“It’s about there are these three kids, Theo and Ellie,” says Teddy Bernstine, describing his book Backyard Thief, “and their dog is Cassandra, which is how come Cassandra got to be called Cassandra, that is going to be the police dog. This thief has stolen their dad’s glasses and everything. Oh. I forgot, there’s this big old policeman that is really dumb. His name is Drummond. And the parents go to bed. They go out in the yard and the children get mad because this squirrel runs up the tree and Cassandra doesn’t stop barking and the dad comes down and puts Cassandra in the attic and they don’t know the thief is all this time sitting in the tree. Oh and I forgot that…”

Nat Cohn, another Concordance academic, cries, “We don’t write stories like that anymore! Chronic plot deficiency is our problem.” He seems to be speaking to us through the text.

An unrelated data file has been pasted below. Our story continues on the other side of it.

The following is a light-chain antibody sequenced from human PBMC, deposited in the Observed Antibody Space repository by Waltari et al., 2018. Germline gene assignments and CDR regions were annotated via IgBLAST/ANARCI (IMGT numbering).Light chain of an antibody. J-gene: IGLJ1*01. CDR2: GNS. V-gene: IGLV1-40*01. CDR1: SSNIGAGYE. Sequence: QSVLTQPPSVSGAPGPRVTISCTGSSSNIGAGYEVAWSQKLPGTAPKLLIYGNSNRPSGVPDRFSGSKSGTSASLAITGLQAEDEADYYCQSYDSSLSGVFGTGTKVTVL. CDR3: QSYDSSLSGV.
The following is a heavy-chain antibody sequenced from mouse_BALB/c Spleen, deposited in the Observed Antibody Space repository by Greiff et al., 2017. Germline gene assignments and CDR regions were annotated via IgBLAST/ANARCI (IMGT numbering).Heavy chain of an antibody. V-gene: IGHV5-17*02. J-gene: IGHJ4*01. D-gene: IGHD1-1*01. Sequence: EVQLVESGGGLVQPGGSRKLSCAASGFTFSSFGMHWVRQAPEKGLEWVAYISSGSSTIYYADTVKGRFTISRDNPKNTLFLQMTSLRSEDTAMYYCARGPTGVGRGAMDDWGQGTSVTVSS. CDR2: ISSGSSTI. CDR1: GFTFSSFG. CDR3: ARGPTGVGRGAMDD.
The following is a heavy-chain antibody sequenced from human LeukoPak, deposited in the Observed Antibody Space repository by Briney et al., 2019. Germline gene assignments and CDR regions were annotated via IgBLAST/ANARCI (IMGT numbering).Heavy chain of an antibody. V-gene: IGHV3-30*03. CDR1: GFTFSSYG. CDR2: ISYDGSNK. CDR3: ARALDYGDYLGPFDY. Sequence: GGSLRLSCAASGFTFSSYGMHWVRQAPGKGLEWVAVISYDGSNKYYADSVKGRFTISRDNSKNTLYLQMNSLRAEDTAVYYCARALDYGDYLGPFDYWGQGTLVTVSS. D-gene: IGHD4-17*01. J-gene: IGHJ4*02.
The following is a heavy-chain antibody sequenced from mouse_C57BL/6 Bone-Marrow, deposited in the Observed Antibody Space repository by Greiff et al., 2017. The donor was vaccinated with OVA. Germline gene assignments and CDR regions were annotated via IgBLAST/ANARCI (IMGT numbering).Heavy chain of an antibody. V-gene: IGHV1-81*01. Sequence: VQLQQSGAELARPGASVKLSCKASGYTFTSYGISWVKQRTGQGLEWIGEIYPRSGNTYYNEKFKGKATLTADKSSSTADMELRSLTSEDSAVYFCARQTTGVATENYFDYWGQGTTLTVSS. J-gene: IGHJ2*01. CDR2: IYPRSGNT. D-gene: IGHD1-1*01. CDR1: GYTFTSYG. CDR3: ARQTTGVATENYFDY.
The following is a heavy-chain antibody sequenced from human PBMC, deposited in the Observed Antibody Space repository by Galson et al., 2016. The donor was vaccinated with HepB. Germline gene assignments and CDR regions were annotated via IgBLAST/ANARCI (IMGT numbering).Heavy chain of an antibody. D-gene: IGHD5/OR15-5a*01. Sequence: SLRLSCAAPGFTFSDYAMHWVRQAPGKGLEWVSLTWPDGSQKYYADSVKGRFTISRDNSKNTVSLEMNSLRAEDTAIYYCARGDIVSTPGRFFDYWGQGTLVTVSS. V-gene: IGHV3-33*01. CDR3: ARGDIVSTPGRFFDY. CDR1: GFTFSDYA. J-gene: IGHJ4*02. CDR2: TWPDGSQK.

The dog in question, the one barking, is Teddy’s own Cassandra. She barks at the old office dumbwaiter, where the copier has mysteriously been stashed. She barks at the thief climbing in the window, while Joe and Jenny Bernstine do their best to ignore her. Soon she’s barking at Leslie’s wife, Eliza, who admits to having lifted a sixty-nine-cent spatula. She barks at Ilka, the collection’s protagonist: “Never send to ask at whom the dog barks,” says Ilka, “she barks at me. The roast beef!” She barks at Leslie: “Oh Cassandra, that’s a long time ago.” Finally at her own front paws.

“The solution of one mystery activates the sanguine part of the mind to expect the next mystery,” writes Segal. “That mysteries as such are able to be solved.”

Forster would rather these mysteries all be solved in our fiction—we learn more about characters when we know who stole the lamp, why new thieves prowl the streets, what Leslie did to warrant Cassandra’s attention. But Segal reminds that in these human bodies sometimes all we get are the rhymes, the patterns. Sure, the answers might stand before us. But we don’t always have the tools to translate the barking.